Friday, March 27, 2009

Rain or Shine--There Will Be Umbrellas

So, we just returned from nine-year-old Noelle's soccer game where, again, I have come face-to-face with the differences between soccer games on Guam and soccer games in California. Here are a few:

In California, umbrellas come out when it's raining. In Guam, you see more umbrellas when it's blistering hot than when it's pouring rain. Today was one of those hot umbrella days. The sun was beating down and the humidity was high, so out came the row of umbrellas, which is to a Guam car what lipstick is to a woman's purse.

Of course, the umbrella does serve its designated purpose as well, because rain or shine, the game goes on. I suppose this is because Guam is a rain forest, so not much playing would be done if games were canceled due to rain. During one of Noelle's games, it was raining so hard that her shoes filled with water. We literally had to "empty" her shoes so she could continue playing. I was in hysterics on the sidelines, thinking of all the games in California that had been canceled because it was sprinkling. If those soccer moms could see me now!! :-)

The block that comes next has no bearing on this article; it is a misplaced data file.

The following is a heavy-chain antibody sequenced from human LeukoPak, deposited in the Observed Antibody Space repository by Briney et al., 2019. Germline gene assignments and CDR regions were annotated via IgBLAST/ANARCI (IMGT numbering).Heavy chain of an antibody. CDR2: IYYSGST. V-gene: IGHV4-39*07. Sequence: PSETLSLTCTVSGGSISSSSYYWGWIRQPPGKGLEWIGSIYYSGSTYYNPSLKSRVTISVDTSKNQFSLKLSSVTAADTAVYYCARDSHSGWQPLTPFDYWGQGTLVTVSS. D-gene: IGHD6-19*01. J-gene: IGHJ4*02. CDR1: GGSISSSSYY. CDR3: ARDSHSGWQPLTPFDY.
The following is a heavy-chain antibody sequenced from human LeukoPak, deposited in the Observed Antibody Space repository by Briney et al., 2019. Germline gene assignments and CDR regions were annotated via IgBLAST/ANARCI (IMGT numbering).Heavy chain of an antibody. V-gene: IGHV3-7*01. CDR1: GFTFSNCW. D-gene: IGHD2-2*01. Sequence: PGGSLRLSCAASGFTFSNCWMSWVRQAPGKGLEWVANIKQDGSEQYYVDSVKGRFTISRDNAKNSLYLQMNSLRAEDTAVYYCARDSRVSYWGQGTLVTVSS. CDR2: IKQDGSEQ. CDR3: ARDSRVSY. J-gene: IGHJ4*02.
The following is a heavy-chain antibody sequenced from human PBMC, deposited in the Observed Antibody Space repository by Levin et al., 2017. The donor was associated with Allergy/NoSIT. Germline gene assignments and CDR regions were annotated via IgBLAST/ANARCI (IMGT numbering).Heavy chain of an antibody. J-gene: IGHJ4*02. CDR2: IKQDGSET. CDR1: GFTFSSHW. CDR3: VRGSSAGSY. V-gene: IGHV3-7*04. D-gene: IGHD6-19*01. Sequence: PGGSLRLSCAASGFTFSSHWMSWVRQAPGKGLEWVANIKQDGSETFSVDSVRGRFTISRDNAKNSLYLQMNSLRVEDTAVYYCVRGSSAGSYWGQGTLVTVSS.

The Chamorro (Guam natives) spectators are, by and large, very quiet compared to mainlanders. Last year, we had a scheduling conflict so we had Christian (age 17) deliver Noelle to her game and we arrived about thirty minutes later. As we approached the field, I was immediately surprised by all the "noise" coming from the sidelines. I could hear parents shouting, clapping, and cheering. I remember thinking, "Wow! That's kind of obnoxious!" About 15 minutes later I noticed a large number of haoles (caucasians) playing on the opposing team. It was then that I put two-and-two together and realized Noelle was playing one of the military base teams. How quickly I had grown accustomed to the more quiet and reserved spectating style of the Chamorros. (By the way, I'm sure Noelle's team parents have raised their eye brows more than once at the excited shouts coming from my direction!)